FOOTBALL: Green finds post-deployment home at Central Catholic

Central Catholic returns quarterback Joseph Nava.

New Central Catholic coach was a career Army man

Central Catholic returns quarterback Joseph Nava.

Central Catholic returns quarterback Joseph Nava.




Although some struggle with their transition from the military into the working world, new Central Catholic football coach L.D. Green Sr. has hit the ground running.

Just seven years after submitting his resignation to the United States Army, Green feels fortunate to have landed his first head coaching job. He had been an assistant under Central Catholic athletic director Carlos Enrico from 2007, shortly after leaving the army, to 2010.

Nonetheless, he said he was surprised June 8 when Enrico called to offer him the position vacated days earlier when Buttons coach Don Byrd retired. Green accepted the job June 10.

“I did 24 years in the military, and all 24 years I knew I wanted to be a coach,” Green said. “I’ve wanted to coach since I left college (in 1981).

“One of my mentors told me that it was remarkable that seven or eight years later to be the head football coach at a school with a reputation of being a great program. I hadn’t thought of it in that context. Even now, I’m still humbled by it. I definitely feel blessed.”

In the last two years of Green’s previous stint at Central Catholic, the Buttons compiled a 17-7 record. In the three years since, Central Catholic has gone 15-18. The 2013 team was 4-7 with a 2-3 mark in TAPPS District 2-I.

“Coach Green has a passion for helping students succeed in the classroom and on the football field,” Enrico said in a news release about Green. ‘He believes in the Catholic Marianist mission of our school and has experienced success everywhere he has coached.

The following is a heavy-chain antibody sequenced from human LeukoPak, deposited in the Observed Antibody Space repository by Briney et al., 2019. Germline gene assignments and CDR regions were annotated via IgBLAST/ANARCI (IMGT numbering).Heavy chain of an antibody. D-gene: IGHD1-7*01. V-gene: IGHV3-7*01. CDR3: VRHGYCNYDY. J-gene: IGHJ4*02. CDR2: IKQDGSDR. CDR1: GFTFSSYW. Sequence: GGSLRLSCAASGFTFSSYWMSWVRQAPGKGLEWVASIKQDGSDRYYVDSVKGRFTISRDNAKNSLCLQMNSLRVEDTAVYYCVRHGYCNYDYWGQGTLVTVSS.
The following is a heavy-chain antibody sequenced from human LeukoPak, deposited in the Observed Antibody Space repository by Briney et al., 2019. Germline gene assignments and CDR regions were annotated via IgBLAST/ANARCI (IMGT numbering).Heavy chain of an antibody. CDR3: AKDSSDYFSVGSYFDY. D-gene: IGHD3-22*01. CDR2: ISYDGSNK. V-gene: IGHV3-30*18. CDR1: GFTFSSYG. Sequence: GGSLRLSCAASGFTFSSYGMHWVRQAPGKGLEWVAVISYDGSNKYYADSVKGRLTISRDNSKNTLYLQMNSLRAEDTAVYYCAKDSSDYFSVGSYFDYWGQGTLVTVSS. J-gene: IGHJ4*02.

“I wholeheartedly believe he has the knowledge to be successful here for a long time. He brings renewed energy that will resonate well with our student athletes and parents.

“Our alumni will quickly learn that his dedication to success is second to none. Coach Green will help our kids and is the best choice to lead our football program. I am excited to be working with him.”

Green was an offensive line coach at Trinity University the last two seasons. In his previous stint at Central Catholic, he coached defensive backs, the defensive line, special teams and was the strength and conditioning

coordinator. He was in charge of the defensive backs in 2007 and 2008. For the next two years, his position responsibility was the d-line.

“It was absolutely wonderful,” Green said. “It was my first coaching job after being out of the army. I retired April 30 and ended up getting the job May 2. It worked out just right.

“I learned a lot. We definitely had a good run and accomplished good things.”

Meanwhile, he also was earning a bachelor of arts degree in history at the University of Texas-San Antonio. Green also had multi-tasked while in the army. He coached at Moanalua High School in Honolulu and Ft. Campbell High School in Kentucky to gain three years of experience before his military retirement.